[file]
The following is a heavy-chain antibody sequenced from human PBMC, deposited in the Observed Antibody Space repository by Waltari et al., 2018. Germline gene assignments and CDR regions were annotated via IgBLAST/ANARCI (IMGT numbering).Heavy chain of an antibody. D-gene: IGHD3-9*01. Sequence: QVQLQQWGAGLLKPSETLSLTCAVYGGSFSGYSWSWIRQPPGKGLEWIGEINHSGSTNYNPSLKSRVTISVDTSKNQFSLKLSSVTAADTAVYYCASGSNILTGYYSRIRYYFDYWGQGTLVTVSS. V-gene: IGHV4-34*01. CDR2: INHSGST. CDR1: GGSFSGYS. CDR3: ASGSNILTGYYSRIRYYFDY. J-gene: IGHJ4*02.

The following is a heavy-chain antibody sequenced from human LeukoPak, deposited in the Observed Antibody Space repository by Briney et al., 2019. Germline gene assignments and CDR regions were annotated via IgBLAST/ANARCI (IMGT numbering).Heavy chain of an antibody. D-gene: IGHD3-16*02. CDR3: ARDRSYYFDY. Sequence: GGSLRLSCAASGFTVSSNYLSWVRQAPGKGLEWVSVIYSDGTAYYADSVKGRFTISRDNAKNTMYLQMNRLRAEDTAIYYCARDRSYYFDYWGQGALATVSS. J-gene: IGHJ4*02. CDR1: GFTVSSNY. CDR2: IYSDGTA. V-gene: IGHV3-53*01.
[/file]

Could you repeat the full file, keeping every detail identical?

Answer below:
The following is a heavy-chain antibody sequenced from human PBMC, deposited in the Observed Antibody Space repository by Waltari et al., 2018. Germline gene assignments and CDR regions were annotated via IgBLAST/ANARCI (IMGT numbering).Heavy chain of an antibody. D-gene: IGHD3-9*01. Sequence: QVQLQQWGAGLLKPSETLSLTCAVYGGSFSGYSWSWIRQPPGKGLEWIGEINHSGSTNYNPSLKSRVTISVDTSKNQFSLKLSSVTAADTAVYYCASGSNILTGYYSRIRYYFDYWGQGTLVTVSS. V-gene: IGHV4-34*01. CDR2: INHSGST. CDR1: GGSFSGYS. CDR3: ASGSNILTGYYSRIRYYFDY. J-gene: IGHJ4*02.

The following is a heavy-chain antibody sequenced from human LeukoPak, deposited in the Observed Antibody Space repository by Briney et al., 2019. Germline gene assignments and CDR regions were annotated via IgBLAST/ANARCI (IMGT numbering).Heavy chain of an antibody. D-gene: IGHD3-16*02. CDR3: ARDRSYYFDY. Sequence: GGSLRLSCAASGFTVSSNYLSWVRQAPGKGLEWVSVIYSDGTAYYADSVKGRFTISRDNAKNTMYLQMNRLRAEDTAIYYCARDRSYYFDYWGQGALATVSS. J-gene: IGHJ4*02. CDR1: GFTVSSNY. CDR2: IYSDGTA. V-gene: IGHV3-53*01.